NEW DELHI: "The Simpsons" is one of the most-loved animated sitcoms of all time, but it is always a challenge for the makers to keep the show topical, says showrunner Al Jean.
The animated sitcom, created by Matt Groening, is the longest-running show of the American television history and an inalienable part of modern-day pop culture.
The affable story of the titular family, which consists of middle class couple Homer and Marge as well as their three children, Bart, Lisa, and Maggie, continues to touch lives of many people across the globe that brought it a dedicated following over the course of the last 30 years.
But Jean, who has been associated with "The Simpsons" since its inception back in 1989, believes there is also a downside to a show going on for over three decades.
"We made a decision early on that we wouldn't advance the storyline.
It wouldn't be a continuing narrative where people got older, which I think was good because now Bart would be about 45 and he'd still be living at home, which would be very pathetic.
"So the negative of that is that when you always go back to square one, there's never going to be. Bart isn't going to die. We're not going to do anything terrifying to the characters. So the lack of suspense and the number of episodes that we've done, the hard thing is to keep it fresh," Jean told PTI in a group interview over Zoom.
The showrunner added that the world of animation is "evergreen" and with the core cast still attached with the series he is confident that "The Simpsons" will continue to find stories and experiences worth telling on the screen "The animation is evergreen. We still have the original cast, which is fantastic. We just try to look at the world.
What's happened to us, our families and our friends' families, anything you could possibly see and turn it into something that is part of 'The Simpsons' which is great."
While there have been bouquets aplenty for "The Simpsons" makers, they have also faced brickbats for the controversies the show courted along the way.
From Bart being a bad role model for school children to the row over the stereotypical depiction of Indian-origin character Apu Nahasapeemapetilon, the show has often rubbed the audiences the wrong way.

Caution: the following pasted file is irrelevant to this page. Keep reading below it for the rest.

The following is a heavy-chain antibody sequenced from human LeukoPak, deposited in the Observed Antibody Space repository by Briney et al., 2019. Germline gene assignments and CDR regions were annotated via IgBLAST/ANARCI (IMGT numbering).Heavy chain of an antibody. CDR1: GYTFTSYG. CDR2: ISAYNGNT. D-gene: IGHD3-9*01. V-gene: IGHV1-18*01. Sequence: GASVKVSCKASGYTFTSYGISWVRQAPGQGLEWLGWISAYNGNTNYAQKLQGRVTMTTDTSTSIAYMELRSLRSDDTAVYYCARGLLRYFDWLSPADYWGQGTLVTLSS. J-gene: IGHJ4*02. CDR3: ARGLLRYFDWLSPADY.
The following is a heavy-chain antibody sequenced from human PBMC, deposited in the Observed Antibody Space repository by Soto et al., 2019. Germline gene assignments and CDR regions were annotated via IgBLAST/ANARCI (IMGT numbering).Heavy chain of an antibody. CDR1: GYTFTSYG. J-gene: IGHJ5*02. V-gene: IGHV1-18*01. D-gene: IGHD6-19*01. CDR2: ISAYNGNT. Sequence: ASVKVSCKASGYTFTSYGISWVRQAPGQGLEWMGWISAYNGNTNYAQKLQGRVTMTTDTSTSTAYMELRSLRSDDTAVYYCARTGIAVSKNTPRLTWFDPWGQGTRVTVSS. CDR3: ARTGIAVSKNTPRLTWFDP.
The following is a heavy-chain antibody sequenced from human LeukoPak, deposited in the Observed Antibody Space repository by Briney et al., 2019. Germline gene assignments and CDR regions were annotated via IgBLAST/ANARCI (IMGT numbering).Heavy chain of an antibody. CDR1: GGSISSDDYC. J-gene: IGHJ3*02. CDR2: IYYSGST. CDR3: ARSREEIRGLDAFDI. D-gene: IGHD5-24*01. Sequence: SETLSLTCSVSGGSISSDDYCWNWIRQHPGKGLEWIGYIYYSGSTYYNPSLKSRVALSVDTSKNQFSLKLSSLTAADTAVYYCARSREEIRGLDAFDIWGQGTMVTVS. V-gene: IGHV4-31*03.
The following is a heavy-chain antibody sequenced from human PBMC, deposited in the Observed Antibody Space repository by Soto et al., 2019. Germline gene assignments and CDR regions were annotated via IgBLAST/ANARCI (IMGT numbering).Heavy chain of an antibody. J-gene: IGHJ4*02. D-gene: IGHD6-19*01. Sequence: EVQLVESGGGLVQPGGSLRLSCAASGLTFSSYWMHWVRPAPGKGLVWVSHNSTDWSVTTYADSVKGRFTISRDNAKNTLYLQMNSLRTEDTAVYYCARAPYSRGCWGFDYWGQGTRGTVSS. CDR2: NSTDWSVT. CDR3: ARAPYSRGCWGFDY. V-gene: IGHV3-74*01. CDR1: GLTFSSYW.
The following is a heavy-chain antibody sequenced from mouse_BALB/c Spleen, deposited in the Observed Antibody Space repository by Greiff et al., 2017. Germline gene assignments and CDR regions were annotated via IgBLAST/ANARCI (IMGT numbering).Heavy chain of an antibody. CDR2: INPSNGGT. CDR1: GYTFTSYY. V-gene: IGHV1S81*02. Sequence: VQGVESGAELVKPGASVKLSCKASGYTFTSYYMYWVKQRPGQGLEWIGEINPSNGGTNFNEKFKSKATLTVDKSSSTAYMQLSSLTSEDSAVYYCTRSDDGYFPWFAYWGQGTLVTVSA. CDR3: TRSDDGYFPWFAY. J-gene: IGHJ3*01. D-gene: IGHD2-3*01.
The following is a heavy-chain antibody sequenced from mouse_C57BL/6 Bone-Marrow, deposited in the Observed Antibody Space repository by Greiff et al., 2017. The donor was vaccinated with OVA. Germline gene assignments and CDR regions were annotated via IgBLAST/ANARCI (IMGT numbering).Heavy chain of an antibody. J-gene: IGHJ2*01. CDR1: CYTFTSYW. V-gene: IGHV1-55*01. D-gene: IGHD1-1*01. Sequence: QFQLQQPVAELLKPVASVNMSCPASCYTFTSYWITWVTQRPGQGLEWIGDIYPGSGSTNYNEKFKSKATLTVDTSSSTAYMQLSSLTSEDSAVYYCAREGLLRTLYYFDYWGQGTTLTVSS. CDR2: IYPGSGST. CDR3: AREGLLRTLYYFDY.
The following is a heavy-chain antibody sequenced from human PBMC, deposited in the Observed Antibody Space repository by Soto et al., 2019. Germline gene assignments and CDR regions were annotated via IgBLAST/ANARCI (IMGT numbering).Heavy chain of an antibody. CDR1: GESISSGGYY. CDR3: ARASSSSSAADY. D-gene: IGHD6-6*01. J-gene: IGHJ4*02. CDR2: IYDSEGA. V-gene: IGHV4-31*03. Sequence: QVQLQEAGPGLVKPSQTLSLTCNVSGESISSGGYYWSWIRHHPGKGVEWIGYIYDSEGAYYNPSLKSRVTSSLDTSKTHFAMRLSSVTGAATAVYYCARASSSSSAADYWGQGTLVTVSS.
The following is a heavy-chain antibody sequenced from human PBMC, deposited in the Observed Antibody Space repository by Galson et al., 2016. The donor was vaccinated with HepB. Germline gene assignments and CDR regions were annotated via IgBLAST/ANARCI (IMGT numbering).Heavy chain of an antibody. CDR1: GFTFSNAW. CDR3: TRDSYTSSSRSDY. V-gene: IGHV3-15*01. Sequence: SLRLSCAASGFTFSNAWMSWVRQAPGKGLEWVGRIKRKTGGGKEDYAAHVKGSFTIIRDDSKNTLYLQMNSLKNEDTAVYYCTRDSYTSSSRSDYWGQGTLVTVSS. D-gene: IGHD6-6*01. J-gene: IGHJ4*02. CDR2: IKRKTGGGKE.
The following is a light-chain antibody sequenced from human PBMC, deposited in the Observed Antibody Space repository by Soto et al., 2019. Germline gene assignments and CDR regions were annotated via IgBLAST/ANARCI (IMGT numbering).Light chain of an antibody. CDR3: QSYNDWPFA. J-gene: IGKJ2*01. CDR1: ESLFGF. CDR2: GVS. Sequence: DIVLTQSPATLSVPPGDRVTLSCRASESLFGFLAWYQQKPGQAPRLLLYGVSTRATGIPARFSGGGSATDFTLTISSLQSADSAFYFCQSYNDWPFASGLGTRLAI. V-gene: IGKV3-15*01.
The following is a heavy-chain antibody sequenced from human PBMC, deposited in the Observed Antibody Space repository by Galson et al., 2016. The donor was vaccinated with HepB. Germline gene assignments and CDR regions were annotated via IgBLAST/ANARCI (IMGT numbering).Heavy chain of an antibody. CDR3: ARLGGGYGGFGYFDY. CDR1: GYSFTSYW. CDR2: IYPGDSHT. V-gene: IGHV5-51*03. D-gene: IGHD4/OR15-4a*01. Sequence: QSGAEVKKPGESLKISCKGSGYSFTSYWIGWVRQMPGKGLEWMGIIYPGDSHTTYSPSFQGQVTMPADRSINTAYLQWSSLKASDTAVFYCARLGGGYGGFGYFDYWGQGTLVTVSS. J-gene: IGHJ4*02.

Jean, 60, said it is true that the world has changed a lot since "The Simpsons" started and the things, which were "funny and and inoffensive" back then, could offend people today.
"One has to go with the times. But it's really true that we stereotype every nationality, especially Americans, especially fat American men. I think they come off worse on our show than just about anybody.
"So our hearts are in the right place. And if we've made a mistake here or there, it probably comes with going on the air for 30 years."
"The Simpsons" was among the major intellectual properties that Disney was able to get its hands on after the Hollywood studio acquired 20th Century Fox and its key assets in 2019.
That enabled Jean to plot crossover episodes of "The Simpsons" with Disney's marquee properties -- 'Stars Wars' and Marvel Cinematic Universe (MCU) franchises.
The first crossover was with the "Star Wars" which resulted in the animated short "The Force Awakens from Its Nap" involving the character of Maggie Simpson.
The short debuted on streamer Disney Plus on Star Wars Day in May.
Jean now got the chance to work with key MCU character Loki, voiced by original star Tom Hiddleston, for another short "The Good, The Bart, and The Loki".
Hiddleston can currently be seen in his solo MCU show "Loki".
"People have different knowledge of Loki and some of the people I worked with knew quite a bit. Other people had less knowledge. So we sort of did it just basically like he's the God of Mischief going in and you don't have to know anything more.
"I think he's gotten a good deal of publicity in the last four weeks. So people who were less familiar are now more familiar with him. One thing to know is that he's a shape-shifter and he can pretend to be other people, which is a key to the short," Jean said.
"The Good, The Bart, and The Loki" follows Loki after he is banished from Asgard and must face his toughest opponents yet: the Simpsons and Springfield's mightiest heroes.
Jean was particularly in awe of Hiddleston as they had absolute fun while working on the short.
"Tom Hiddleston could not have been nicer and funnier. That really made the experience over the top for me. With him, you just don't want the session to stop. You just want it to keep going because it was so fun."
The positive of being at Disney and working on its key intellectual property is that one can also make fun of the studio, Jean said.
"Now it's actually freer reign because they're not going to sue themselves, which is us. The funny thing is that we've made a lot of jokes about Disney over the years and these are all available on Disney Plus.
In terms of the future, they just wanted us to be ourselves.
"They said, 'you know, we bought 'The Simpsons' to be 'The Simpsons'.' And we've had no blowback.
The two shorts that we did, the 'Star Wars' people were very gracious and Marvel people couldn't have been better.
And so yeah, it's been a huge advantage," Jean added.
"The Good, The Bart, and The Loki" currently streams on Disney+ Hotstar Premium.